The Advisory Committee, by contrast, opines prospectively for judges who request guidance when faced with ethical quandaries, giving a judge who follows the Advisory Committee’s opinion a safe harbor. Judiciary Law Article 7A §212(2)(l).

The impetus for writing about what these bodies do and how they function, and the interplay between them, is borne of my 13 years as a member of the Judicial Conduct Commission. The attempt here will be to demystify for the Bar and beyond these otherwise opaque arms of New York state government. Ideally, this occasional column will address the perception that the Commission disciplines judges as a secretive body that operates with little accountability, and that the Advisory Committee opines on judicial ethics unmoored to any apparent neutral principles beyond its own precedents. The goals of the column are to help judges navigate the frequent ethical shoals that all judges face and, more generally, to provide a framework for understanding the judicial disciplinary process. Thus, I will begin with an attempt to reveal in some detail how the Commission on Judicial Conduct operates.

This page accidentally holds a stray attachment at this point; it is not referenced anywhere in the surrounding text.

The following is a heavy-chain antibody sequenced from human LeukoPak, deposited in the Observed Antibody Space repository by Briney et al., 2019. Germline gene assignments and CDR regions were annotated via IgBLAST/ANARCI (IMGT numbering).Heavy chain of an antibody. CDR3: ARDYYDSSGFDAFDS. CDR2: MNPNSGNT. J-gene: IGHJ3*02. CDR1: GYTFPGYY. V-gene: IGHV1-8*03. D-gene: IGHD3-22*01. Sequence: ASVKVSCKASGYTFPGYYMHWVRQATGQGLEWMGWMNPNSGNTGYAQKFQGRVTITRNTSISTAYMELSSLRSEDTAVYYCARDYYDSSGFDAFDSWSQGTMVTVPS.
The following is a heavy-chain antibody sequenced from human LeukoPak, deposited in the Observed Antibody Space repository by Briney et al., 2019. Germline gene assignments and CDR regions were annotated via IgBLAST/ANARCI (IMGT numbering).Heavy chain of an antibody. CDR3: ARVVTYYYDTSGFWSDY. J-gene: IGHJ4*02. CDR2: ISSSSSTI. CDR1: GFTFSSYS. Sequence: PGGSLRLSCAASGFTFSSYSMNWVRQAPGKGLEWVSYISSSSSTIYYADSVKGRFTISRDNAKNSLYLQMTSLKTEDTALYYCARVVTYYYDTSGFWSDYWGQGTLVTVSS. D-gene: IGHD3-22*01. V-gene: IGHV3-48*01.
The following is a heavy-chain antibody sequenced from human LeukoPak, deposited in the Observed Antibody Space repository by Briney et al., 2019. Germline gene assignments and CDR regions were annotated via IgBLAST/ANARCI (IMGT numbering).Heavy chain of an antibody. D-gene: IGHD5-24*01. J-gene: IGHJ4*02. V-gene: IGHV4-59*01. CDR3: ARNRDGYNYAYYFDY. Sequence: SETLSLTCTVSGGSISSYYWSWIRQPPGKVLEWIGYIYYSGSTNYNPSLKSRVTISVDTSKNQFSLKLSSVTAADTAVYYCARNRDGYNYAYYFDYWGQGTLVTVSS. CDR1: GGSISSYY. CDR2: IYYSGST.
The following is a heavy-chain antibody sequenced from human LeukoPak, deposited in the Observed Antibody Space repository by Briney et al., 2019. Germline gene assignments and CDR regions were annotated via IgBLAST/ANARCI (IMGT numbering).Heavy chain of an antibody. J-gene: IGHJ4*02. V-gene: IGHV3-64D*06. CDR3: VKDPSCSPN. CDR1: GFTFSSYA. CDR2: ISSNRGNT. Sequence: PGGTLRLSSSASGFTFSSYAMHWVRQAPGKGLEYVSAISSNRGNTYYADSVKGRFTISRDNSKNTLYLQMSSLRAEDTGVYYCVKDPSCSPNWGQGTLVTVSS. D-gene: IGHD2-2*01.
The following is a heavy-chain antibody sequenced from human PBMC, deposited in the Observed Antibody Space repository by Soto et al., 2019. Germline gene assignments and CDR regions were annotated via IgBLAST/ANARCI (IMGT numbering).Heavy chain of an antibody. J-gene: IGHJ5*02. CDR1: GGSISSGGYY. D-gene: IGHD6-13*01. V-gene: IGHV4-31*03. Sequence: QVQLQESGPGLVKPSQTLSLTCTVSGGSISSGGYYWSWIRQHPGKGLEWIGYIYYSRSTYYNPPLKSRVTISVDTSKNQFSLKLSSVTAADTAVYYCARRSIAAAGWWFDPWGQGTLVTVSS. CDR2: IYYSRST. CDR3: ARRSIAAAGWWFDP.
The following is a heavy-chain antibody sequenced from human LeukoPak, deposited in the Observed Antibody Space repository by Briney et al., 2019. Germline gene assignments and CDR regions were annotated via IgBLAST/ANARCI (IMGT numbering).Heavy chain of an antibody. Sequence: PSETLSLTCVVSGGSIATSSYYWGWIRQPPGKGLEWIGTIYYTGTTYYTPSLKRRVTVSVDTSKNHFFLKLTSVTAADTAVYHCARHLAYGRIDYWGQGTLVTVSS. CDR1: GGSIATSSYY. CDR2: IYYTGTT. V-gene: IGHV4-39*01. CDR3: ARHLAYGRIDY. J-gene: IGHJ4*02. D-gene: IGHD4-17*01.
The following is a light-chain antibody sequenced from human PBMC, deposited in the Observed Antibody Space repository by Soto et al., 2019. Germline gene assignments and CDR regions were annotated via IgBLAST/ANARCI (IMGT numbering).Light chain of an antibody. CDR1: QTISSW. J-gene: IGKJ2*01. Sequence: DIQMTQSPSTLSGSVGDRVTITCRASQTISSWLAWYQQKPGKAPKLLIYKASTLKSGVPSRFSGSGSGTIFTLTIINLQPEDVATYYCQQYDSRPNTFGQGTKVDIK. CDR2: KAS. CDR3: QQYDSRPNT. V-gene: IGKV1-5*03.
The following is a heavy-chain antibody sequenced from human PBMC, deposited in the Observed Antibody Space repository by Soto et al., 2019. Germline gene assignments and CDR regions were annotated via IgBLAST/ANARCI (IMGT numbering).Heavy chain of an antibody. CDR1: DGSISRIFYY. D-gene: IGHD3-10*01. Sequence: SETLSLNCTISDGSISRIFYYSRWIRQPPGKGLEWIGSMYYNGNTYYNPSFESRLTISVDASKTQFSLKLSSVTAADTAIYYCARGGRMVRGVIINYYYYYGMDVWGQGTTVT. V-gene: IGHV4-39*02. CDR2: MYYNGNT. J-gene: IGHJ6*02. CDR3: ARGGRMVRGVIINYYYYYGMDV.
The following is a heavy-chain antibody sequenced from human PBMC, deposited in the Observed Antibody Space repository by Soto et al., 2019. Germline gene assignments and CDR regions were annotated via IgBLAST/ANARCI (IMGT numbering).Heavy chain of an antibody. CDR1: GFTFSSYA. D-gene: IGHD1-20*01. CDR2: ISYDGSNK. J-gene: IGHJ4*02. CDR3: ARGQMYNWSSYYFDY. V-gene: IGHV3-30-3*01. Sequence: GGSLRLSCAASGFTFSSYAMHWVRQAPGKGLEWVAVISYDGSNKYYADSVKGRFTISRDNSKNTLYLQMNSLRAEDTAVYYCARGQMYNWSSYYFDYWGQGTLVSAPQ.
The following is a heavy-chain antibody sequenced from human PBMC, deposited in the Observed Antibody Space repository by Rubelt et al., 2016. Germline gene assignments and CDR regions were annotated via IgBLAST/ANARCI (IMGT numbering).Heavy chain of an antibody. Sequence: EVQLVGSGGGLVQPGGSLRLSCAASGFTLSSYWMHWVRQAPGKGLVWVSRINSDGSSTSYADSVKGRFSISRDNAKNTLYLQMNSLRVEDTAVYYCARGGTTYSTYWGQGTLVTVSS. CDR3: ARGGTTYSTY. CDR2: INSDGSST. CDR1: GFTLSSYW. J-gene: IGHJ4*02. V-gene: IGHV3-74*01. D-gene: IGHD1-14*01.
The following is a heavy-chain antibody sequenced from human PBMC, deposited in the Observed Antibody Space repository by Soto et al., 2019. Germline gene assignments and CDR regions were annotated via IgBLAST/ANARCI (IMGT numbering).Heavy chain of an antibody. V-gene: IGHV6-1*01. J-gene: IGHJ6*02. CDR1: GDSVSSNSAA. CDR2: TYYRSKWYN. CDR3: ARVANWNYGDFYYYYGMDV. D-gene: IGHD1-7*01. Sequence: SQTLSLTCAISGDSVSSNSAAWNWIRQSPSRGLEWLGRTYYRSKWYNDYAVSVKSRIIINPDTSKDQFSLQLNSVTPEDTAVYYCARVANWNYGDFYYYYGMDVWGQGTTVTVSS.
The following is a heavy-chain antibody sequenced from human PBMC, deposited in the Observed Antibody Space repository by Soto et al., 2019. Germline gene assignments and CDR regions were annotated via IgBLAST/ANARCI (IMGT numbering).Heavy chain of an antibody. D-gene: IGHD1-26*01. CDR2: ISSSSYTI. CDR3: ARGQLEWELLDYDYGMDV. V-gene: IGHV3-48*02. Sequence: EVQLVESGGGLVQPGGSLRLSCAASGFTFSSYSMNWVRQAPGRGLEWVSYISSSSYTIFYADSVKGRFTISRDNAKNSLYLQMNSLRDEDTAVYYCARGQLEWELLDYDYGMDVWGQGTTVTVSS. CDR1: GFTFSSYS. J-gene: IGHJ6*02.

Judicial Disciplinary Process

Judicial ethics and discipline in New York start with the Rules of Judicial Conduct (Rules). The Chief Administrator of the Courts, with the approval of the Court of Appeals, issues the Rules, which run the gamut from hortatory requirements of impartiality and independence (22 NYCRR 100.1, 100.3) to regulating in excruciating detail the circumstances in which a judge is prohibited from lending her name to the letterhead of a membership organization (22 NYCRR 100.4(C)(3)(b)(iv)). They address conflicts (22 NYCRR 100.3(E),100.4 et seq.), behavior on and off the bench (22 NYCRR 100.2,100.4), participation in electoral politics (22 NYCRR 100.5), special circumstances for part-time judges who practice law (22 NYCRR 100.6(B)), as well as myriad specific prohibitions and authorizations that frequently confront judges. A first step in understanding the judicial disciplinary process is familiarity with the Rules. But that is only the beginning.

Most cases of judicial discipline start with a complaint to the Commission by a litigant, lawyer,